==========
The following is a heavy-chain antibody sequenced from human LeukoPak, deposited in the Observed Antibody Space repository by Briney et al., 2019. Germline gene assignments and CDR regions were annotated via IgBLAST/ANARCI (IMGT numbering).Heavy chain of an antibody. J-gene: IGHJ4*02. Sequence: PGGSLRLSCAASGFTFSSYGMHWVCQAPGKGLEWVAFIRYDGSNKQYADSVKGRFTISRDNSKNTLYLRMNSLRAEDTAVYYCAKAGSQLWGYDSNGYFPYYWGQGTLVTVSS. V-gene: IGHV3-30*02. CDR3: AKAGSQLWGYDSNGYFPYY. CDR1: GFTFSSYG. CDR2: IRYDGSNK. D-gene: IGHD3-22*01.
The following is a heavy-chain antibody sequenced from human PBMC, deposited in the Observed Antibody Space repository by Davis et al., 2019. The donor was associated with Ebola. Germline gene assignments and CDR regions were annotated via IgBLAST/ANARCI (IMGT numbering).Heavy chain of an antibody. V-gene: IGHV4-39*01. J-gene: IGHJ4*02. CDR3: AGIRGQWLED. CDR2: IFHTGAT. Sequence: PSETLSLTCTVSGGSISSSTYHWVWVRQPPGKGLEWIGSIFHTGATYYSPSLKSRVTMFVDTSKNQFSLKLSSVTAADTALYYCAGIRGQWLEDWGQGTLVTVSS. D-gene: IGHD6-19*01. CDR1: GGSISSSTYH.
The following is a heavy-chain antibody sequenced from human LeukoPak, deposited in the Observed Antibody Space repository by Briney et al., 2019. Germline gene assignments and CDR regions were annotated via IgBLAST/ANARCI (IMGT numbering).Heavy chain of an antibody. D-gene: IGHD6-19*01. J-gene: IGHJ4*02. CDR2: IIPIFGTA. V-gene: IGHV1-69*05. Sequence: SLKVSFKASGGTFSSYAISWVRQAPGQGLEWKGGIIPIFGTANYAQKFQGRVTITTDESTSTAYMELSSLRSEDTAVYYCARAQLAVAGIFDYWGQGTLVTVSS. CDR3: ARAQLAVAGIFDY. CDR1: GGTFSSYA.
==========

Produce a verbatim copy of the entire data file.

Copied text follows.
The following is a heavy-chain antibody sequenced from human LeukoPak, deposited in the Observed Antibody Space repository by Briney et al., 2019. Germline gene assignments and CDR regions were annotated via IgBLAST/ANARCI (IMGT numbering).Heavy chain of an antibody. J-gene: IGHJ4*02. Sequence: PGGSLRLSCAASGFTFSSYGMHWVCQAPGKGLEWVAFIRYDGSNKQYADSVKGRFTISRDNSKNTLYLRMNSLRAEDTAVYYCAKAGSQLWGYDSNGYFPYYWGQGTLVTVSS. V-gene: IGHV3-30*02. CDR3: AKAGSQLWGYDSNGYFPYY. CDR1: GFTFSSYG. CDR2: IRYDGSNK. D-gene: IGHD3-22*01.
The following is a heavy-chain antibody sequenced from human PBMC, deposited in the Observed Antibody Space repository by Davis et al., 2019. The donor was associated with Ebola. Germline gene assignments and CDR regions were annotated via IgBLAST/ANARCI (IMGT numbering).Heavy chain of an antibody. V-gene: IGHV4-39*01. J-gene: IGHJ4*02. CDR3: AGIRGQWLED. CDR2: IFHTGAT. Sequence: PSETLSLTCTVSGGSISSSTYHWVWVRQPPGKGLEWIGSIFHTGATYYSPSLKSRVTMFVDTSKNQFSLKLSSVTAADTALYYCAGIRGQWLEDWGQGTLVTVSS. D-gene: IGHD6-19*01. CDR1: GGSISSSTYH.
The following is a heavy-chain antibody sequenced from human LeukoPak, deposited in the Observed Antibody Space repository by Briney et al., 2019. Germline gene assignments and CDR regions were annotated via IgBLAST/ANARCI (IMGT numbering).Heavy chain of an antibody. D-gene: IGHD6-19*01. J-gene: IGHJ4*02. CDR2: IIPIFGTA. V-gene: IGHV1-69*05. Sequence: SLKVSFKASGGTFSSYAISWVRQAPGQGLEWKGGIIPIFGTANYAQKFQGRVTITTDESTSTAYMELSSLRSEDTAVYYCARAQLAVAGIFDYWGQGTLVTVSS. CDR3: ARAQLAVAGIFDY. CDR1: GGTFSSYA.